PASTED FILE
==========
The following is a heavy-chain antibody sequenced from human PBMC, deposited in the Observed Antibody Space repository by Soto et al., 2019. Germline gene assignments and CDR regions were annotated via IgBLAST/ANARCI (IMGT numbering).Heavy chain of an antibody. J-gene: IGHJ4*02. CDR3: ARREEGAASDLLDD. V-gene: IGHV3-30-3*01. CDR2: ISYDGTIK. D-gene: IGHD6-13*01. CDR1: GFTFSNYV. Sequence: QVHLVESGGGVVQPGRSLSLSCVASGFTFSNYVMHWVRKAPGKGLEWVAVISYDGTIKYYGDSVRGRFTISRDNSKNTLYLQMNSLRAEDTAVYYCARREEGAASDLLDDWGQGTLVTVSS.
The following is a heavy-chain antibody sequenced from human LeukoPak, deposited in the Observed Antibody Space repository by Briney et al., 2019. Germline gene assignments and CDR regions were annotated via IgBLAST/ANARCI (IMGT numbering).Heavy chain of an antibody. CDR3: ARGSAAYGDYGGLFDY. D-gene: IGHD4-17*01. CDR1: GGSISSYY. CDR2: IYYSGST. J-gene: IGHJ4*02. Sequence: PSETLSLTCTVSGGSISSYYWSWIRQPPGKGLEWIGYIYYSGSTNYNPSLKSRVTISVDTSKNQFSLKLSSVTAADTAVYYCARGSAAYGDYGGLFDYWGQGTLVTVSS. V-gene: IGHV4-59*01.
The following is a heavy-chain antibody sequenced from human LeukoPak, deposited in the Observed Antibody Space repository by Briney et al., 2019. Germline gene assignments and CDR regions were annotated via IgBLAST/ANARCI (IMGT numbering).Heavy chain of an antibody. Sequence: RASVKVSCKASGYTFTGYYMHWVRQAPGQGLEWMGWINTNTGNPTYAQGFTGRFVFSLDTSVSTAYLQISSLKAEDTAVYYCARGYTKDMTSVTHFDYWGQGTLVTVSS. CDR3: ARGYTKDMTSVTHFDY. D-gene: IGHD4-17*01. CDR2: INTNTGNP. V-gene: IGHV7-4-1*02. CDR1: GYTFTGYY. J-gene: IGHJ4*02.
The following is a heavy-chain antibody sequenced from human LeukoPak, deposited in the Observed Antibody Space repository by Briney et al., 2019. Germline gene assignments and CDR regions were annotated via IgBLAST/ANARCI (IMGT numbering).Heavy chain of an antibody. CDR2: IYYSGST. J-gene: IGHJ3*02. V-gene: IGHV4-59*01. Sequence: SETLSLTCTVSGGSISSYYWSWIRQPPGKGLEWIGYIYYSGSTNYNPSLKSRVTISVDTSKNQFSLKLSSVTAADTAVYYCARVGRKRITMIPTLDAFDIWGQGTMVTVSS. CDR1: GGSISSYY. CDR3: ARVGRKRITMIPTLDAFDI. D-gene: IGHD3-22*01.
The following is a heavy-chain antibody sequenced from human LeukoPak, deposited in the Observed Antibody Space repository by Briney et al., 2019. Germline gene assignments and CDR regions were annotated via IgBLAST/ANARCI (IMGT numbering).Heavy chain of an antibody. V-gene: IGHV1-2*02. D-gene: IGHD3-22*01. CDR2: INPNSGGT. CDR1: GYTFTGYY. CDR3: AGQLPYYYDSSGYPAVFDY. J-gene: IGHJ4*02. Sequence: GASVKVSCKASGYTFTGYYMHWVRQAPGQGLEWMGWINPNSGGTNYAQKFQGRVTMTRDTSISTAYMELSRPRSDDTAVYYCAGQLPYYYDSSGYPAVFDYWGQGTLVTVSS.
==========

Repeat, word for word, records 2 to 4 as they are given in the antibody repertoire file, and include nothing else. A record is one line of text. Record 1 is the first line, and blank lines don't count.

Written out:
The following is a heavy-chain antibody sequenced from human LeukoPak, deposited in the Observed Antibody Space repository by Briney et al., 2019. Germline gene assignments and CDR regions were annotated via IgBLAST/ANARCI (IMGT numbering).Heavy chain of an antibody. CDR3: ARGSAAYGDYGGLFDY. D-gene: IGHD4-17*01. CDR1: GGSISSYY. CDR2: IYYSGST. J-gene: IGHJ4*02. Sequence: PSETLSLTCTVSGGSISSYYWSWIRQPPGKGLEWIGYIYYSGSTNYNPSLKSRVTISVDTSKNQFSLKLSSVTAADTAVYYCARGSAAYGDYGGLFDYWGQGTLVTVSS. V-gene: IGHV4-59*01.
The following is a heavy-chain antibody sequenced from human LeukoPak, deposited in the Observed Antibody Space repository by Briney et al., 2019. Germline gene assignments and CDR regions were annotated via IgBLAST/ANARCI (IMGT numbering).Heavy chain of an antibody. Sequence: RASVKVSCKASGYTFTGYYMHWVRQAPGQGLEWMGWINTNTGNPTYAQGFTGRFVFSLDTSVSTAYLQISSLKAEDTAVYYCARGYTKDMTSVTHFDYWGQGTLVTVSS. CDR3: ARGYTKDMTSVTHFDY. D-gene: IGHD4-17*01. CDR2: INTNTGNP. V-gene: IGHV7-4-1*02. CDR1: GYTFTGYY. J-gene: IGHJ4*02.
The following is a heavy-chain antibody sequenced from human LeukoPak, deposited in the Observed Antibody Space repository by Briney et al., 2019. Germline gene assignments and CDR regions were annotated via IgBLAST/ANARCI (IMGT numbering).Heavy chain of an antibody. CDR2: IYYSGST. J-gene: IGHJ3*02. V-gene: IGHV4-59*01. Sequence: SETLSLTCTVSGGSISSYYWSWIRQPPGKGLEWIGYIYYSGSTNYNPSLKSRVTISVDTSKNQFSLKLSSVTAADTAVYYCARVGRKRITMIPTLDAFDIWGQGTMVTVSS. CDR1: GGSISSYY. CDR3: ARVGRKRITMIPTLDAFDI. D-gene: IGHD3-22*01.